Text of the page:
See Chapter 4. The and an are used before nouns. The refers to a specific object; an refers to an unspecified object and is used before a vowel sound as in eraser, orange, ink, apple.

British English and American English words with spelling tips

In English we often use two nouns together. The first noun describes something about the second noun. We can say stone fence, wooden fence, iron fence, garden fence and each time describe a different type of fence. See Chapter 3. Mary stopped quickly at the red light. Quickly describes the action word verb in the sentence.

Such words are gen- erally labeled adverbs See Chapter 4. They often, but not always, end in —ly: Fast is also an example of a word that has the same form as an adjective and as an adverb See Chapter 4. Section 1 focuses on word classes and includes a brief introduction to some of the basic parts of speech to aid in our dis- cussion of the next section. Section 2 focuses on morphology, which is the structure and form of words. Section 1: Word Classes For many people, words are the center of language.

This comes as no surprise if we consider that the most obvious, concrete and recognizable parts of any language are its words or its lexicon. In any given language there are tens of thousands of words, although most speakers will know and use only a relatively small number of them. A primary concern of grammarians is the classification of words into groups or categories.

Traditional English grammar, based on Latin, adopted terminology and classification systems that often do not reflect the actual grammar of English. However, in order to discuss the different elements and structures of English, we need to employ some sort of terminology, so we continue to use the traditional labels and classification systems which have their usefulness in that they provide a common vocabulary for discussing the words of language.

For example, you have probably learned that different words are classified into parts of speech and many grammar texts still use this classification. However, many grammar texts prefer to think of parts of speech in terms of form and structure classes. The form classes are composed of the major parts of speech: These are the words that carry the content or meaning of a sentence. The structure class words are composed of the minor parts of speech: These structure words generally accompany specific form classes.

Introduction to Parts of Speech Look at the following words. On a separate sheet of paper, make 4 columns. Without using a dictionary or any other reference tool, try to place the different words that you think belong together in the different columns.

The first four words have already been done for you as a sample. After you have categorized as many words together as you can, explain why you grouped them as you did. Now take your paper and make two new columns, Group A and Group B. Using the new list of words below, try to place the different words that you think belong together in the different columns.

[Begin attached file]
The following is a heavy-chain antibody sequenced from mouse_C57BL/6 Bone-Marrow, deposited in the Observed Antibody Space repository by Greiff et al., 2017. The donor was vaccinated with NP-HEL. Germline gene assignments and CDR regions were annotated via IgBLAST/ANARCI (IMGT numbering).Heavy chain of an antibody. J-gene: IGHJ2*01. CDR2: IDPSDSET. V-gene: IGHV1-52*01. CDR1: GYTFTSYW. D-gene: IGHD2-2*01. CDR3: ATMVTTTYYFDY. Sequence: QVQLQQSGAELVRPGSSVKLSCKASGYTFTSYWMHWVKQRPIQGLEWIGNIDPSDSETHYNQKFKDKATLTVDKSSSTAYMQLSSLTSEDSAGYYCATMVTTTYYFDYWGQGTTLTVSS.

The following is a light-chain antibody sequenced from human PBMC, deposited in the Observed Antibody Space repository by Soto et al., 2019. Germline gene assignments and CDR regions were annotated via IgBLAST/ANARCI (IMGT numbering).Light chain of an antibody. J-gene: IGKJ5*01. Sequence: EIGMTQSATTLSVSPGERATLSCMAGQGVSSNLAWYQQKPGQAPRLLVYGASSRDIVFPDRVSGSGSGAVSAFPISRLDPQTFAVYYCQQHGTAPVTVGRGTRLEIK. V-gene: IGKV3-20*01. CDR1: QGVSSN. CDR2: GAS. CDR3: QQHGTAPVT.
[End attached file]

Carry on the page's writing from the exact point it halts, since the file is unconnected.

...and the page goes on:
There are just two groups this time. Try to explain why or why not. Discovery Activity 1 Your grouping of the words in the first list probably looks like this: Group A Group B Group C Group D system in big communicate confidentiality between relevant obey rebellion under weary shatter blizzard beside happy warn Each of these four groups represents a word class.

Even without knowing the labels for each group, you should have been able to place the words in the list together with other words performing the same function. Context and Function 23 Your grouping of the words in the second list should look like this: Group A Group B harm harm remind cancer cup cup scream scream date date struggle struggle queen poison poison announce style style write Here Groups A and B again represent different word classes.

Group A represents words that are verbs and Group B words that are nouns. Some of the words fit into both groups; for example harm can be either a verb or a noun. You can harm verb someone or you can suffer harm noun. While you may recognize that a word can fit into more than one group, you may not be able to do so without thinking of a sentence or context for that particular word. In English, the group or class to which a word belongs is not always obvious without context, as you were most likely aware of when doing Discovery Activity 1.

Unlike many other languages, English does not always rely on word endings or word forms to determine part of speech. The form of a word in English does not necessarily tell us the function of that word. However, context and sentence position are key to clarifying the function of a word or phrase in English because word order is highly fixed. As we saw in Chapter 1, words need to be placed in a certain order.

This helps us to understand their function and meaning. These are two central themes we will revisit throughout this text: Form in English does not necessarily equal function; and, word order is fixed, meaning that words in English have to occur in a particular sequence.